But there is another thing that you and I will do well to take notice of, and that is, that all this was “in the sight of God and our Father.” I have not only faith and hope and love, but I am wearing them before God. He looks down not only to see what is shining from me, but looks to see that these three things are shining out in His presence. The poor Ephesians lost their first love (Rev. 2). There was plenty of labor, but when God looked in upon their hearts, there was no love in them. This work of faith, and labor of love, and patience of hope, must be all in the sight of God and our Father.
And then he says,
“We need not to speak anything, for they themselves show of us what manner of entering in we had unto you, and how ye turned to God from idols, to serve the living and true God, and to wait for his Son from heaven, whom He raised from the dead, even Jesus, which delivered us from the wrath to come.”
Their faith bore witness to what Paul’s work among them had been, and thus bearing witness, they were waiting for God’s Son from heaven. If the heart does not get the assurance that He who is coming is the Deliverer from the wrath to come, that coming could not be borne. But you know we are “kept by the power of God, through faith unto salvation, ready to be revealed in the last time,” and, being thus kept by God for a certain salvation, we can patiently await it, and not only await it, but await a certain Person, even “Jesus, who delivered us from the wrath to come.”
And that, beloved brethren, is the brightness of the hope to me. As to myself, I may not have everything as right as I could wish in my desires; I may not have everything set to rights in my house. Ay, but there is another set of thoughts altogether! He says,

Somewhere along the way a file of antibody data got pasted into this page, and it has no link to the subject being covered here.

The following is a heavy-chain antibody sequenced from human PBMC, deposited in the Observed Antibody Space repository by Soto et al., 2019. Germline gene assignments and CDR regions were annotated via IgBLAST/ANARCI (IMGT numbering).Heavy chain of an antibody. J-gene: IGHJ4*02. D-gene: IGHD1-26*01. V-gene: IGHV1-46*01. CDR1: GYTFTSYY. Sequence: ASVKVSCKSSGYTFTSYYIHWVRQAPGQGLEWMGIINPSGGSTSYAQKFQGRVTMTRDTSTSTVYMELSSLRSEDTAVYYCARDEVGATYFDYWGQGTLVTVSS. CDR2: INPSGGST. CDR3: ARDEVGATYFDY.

“Surely I come quickly!”
And He must come! He is the one whose coming is the plan of God. The purpose of God is that He should come down, and that, so coming, He should put all God’s enemies under His feet, and bring in a new heaven and a new earth, wherein dwelleth righteousness, and He will be true to His God and Father. He will accomplish all that God has given Him to do.
No wonder, if we look at our walk in the light of His coming, that we should judge it unworthy of Him, and I would not wish it otherwise. But I wish the Person of the Lord Jesus Christ, rising up from the Father’s right hand, were always before our minds. I believe it would soon make our walk consistent. I believe it would set both affections, heart, and thoughts in order.
But is it not a bright hope? He will come forth; and in His coming forth He will claim the church, as He says in John 14, “In My Father’s house are many mansions: if it were not so, I would have told you. I go to prepare a place for you. And if I go and prepare a place for you, I will come again, and receive you unto Myself; that where I am, there ye may be also.”
He has not fulfilled this promise to Peter yet. Peter is with the Lord, but he has not yet been taken to the Father’s house, and will not be until we all go to be with Him there. Now is there nothing lovely in that? Nothing in this thought of going to be in that Father’s house? Nothing wonderful about the heart of that Son, who, though He has been sitting nineteen hundred years at the right hand of God, is still thinking of coming for His people here? Is there nothing emphatically lovely in it?
He will come upon the cloud of glory. He will come to take His people home. There is Himself to see. We have never seen Him yet. We cannot do without Him, and He will not do without us! We shall see Him for ourselves! We shall hear Him for ourselves! In all things we shall be like Him in the glory.
(To be continued)